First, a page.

Organ Specifications

Overview

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  • Moller Opus 6150, 1933
  • Altered by Casavant, 1973
  • Great Trumpet added 1988
  • Action overhauled and renewed 2006
  • Trumpet and Oboe ranks cleaned, refurbished,
    and re-voiced 2009
  • Unified Ranks (7): Principal, Gedacht, Gemshorn,
    Voix Celeste (re-voiced Dulciana), Spitzflote,
    Oboe, Trumpet.

Disposition



GreatSwellPedal
Principle 8’Bourdon 16’Bourdon 16’
Gedacht 8’Gedacht 8’Gedacht 8’
Gemshorn 8’Gemshorn 8’Gemshorn 8’
Octave 4’Voix Celeste 8’Spitzflote 4’
Flute 4’Spitzflote 4’Flute 2’
Nazard 2-2/3’Gedacht 4’
Piccolo 2’Piccolo 2’
Super Squint 1-1/3’
Oboe 8’Oboe 8’
Trumpet 8’

Compass

  • Manuals -- 61 Notes
  • Pedals -- 32 Notes

Action

  • Electropneumatic / Direct electric
  • Couplers: Supers and Octaves each manual
  • Swell to Great at 16, 8 and 4
  • Swell to Pedal
  • Great to Pedal
  • Thumb pistons: four per manual
  • Crescendo shoe
  • Swell shoe

The entire organ is under expression with the exception of the Principal/Octave rank, and the bottom twelve notes of the Gedacht/Bourdon.

Backgrounds and Comments

The organ currently installed at All Saints’ was built by M.P. Moller & Co. of Hagerstown, MD, in 1933, and served for more than 30 years in a Winnipeg funeral home, where it apparently spoke around a corner into the chapel. It was substantially altered by Casavant Freres in 1973 when it was acquired by All Saints’, under the leadership of the late Fr. John Marlor (rector at that time), and Alan Vick. A Salicional rank was removed, the Dulciana was re-voiced into the current Voix Celeste, and the Principal/Octave rank was set outside the pipe chamber. In 1988, a Trumpet stop was added on the Great manual, and in 1997, the Swell tremulant was disconnected. The original electropneumatic action was overhauled and renewed in 2006 by the Golden Eagle Organ Company of Saskatoon, resolving many problems with dead notes and ciphers, and the Trumpet and Oboe ranks were cleaned, refurbished, and re-voiced in 2009 by the same company, making them much more stable and distinctive.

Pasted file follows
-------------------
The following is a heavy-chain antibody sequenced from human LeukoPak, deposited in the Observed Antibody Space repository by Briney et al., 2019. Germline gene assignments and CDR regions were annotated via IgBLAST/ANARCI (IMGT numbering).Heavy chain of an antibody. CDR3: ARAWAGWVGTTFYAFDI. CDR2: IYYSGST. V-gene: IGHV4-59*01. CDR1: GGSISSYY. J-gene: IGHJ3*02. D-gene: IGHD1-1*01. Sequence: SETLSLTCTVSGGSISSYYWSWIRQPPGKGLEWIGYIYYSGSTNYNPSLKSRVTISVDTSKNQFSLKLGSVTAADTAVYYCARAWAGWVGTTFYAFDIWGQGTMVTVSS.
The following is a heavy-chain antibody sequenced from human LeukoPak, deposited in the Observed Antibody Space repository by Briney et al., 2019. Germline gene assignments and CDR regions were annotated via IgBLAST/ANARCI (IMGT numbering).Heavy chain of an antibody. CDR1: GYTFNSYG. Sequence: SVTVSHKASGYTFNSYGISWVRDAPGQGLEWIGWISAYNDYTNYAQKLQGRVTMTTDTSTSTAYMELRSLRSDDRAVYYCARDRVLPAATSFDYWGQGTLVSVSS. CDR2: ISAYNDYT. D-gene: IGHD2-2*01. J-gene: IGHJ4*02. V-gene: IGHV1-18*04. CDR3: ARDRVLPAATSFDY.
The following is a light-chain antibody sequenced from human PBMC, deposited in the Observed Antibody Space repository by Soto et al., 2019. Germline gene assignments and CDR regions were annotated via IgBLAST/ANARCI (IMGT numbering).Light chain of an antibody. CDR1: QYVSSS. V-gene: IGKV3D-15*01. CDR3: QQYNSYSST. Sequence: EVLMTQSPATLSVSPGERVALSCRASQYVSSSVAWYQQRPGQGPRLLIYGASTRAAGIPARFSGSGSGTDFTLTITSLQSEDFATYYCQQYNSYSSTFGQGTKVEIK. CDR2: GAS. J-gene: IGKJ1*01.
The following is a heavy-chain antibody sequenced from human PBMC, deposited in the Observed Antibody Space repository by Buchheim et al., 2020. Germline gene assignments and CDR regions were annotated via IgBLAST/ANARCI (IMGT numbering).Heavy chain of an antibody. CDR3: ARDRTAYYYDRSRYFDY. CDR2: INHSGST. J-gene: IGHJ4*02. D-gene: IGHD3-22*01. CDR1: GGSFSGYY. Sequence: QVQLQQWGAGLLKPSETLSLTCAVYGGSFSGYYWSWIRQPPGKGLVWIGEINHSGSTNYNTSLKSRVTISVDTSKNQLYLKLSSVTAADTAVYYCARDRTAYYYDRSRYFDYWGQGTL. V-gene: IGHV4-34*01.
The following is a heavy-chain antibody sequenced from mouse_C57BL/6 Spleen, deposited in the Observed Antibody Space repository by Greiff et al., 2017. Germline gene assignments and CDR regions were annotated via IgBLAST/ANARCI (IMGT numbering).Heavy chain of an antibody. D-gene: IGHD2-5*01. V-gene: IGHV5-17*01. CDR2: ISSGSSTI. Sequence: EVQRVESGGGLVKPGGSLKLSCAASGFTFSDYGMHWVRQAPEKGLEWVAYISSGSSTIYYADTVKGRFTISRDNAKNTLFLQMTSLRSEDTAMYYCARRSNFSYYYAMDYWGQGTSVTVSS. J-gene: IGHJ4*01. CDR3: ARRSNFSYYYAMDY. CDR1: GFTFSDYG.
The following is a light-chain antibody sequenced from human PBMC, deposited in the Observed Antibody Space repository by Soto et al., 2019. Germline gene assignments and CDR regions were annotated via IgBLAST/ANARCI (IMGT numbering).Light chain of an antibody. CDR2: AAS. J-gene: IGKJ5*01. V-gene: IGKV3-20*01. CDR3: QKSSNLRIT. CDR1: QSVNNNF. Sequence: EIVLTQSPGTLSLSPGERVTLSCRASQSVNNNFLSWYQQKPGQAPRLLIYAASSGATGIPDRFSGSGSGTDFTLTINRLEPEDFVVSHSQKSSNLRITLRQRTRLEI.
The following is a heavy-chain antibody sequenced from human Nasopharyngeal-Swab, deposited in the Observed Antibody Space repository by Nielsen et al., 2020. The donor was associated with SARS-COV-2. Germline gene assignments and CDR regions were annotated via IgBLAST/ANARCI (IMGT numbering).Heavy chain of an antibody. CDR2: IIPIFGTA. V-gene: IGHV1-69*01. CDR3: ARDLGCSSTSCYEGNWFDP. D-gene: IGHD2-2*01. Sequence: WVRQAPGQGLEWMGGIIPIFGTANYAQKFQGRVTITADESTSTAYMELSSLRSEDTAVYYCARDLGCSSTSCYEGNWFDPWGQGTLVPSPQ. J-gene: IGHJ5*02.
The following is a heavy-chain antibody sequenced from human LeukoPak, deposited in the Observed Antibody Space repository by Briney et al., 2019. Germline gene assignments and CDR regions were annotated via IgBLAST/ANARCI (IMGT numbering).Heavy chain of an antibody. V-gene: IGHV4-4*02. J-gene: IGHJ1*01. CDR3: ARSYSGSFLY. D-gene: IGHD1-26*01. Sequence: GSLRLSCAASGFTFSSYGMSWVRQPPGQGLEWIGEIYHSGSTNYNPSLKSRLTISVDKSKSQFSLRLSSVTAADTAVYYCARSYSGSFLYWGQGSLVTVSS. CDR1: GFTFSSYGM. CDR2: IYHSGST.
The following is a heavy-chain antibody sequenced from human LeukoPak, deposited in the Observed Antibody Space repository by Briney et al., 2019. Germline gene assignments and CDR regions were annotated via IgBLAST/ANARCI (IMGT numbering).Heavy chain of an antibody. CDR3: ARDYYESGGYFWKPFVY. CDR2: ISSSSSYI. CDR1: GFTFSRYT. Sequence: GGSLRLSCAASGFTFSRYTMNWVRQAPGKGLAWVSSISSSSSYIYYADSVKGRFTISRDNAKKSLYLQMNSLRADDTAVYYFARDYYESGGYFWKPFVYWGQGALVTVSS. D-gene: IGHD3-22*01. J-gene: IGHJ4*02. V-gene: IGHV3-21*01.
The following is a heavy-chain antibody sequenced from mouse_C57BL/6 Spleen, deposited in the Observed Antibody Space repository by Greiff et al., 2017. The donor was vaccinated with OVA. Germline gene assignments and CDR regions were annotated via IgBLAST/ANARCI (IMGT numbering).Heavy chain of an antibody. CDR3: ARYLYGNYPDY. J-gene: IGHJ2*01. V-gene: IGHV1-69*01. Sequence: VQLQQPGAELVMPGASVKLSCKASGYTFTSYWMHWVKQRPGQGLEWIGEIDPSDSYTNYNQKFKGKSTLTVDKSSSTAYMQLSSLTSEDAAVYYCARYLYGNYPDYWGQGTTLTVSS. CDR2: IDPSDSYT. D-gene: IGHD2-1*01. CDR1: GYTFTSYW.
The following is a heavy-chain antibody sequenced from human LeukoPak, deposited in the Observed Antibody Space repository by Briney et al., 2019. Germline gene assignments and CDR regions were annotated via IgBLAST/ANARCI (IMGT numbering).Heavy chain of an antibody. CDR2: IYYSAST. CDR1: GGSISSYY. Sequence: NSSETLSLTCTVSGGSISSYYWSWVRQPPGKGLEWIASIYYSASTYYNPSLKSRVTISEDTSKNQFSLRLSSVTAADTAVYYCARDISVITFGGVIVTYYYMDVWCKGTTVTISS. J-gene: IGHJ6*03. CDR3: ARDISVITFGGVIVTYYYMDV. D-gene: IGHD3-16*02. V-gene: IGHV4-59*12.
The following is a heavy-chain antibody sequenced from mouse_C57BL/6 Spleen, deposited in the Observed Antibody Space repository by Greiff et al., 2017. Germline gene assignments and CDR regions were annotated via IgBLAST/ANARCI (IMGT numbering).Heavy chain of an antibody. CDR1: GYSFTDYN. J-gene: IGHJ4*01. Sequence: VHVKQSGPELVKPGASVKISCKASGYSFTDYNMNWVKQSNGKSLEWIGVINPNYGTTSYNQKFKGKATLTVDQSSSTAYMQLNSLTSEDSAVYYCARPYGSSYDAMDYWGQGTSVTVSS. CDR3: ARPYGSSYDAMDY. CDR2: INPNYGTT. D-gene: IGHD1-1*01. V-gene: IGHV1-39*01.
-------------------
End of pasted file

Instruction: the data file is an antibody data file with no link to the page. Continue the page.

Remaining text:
Although not really a concert instrument, the organ is much more impressive than it might appear to be from its specification, and is capable of producing a "wide range of volume as well as an eminently satisfactory array of sonorities" (Dr. Warren Steck, organist, now retired). The organ is well-matched to the characteristics of the church, the acoustics of which are actually quite good.

With thanks to Dr. Steck and the Ven. Richard Spencer, who spent several enjoyable hours collecting all of the information above!

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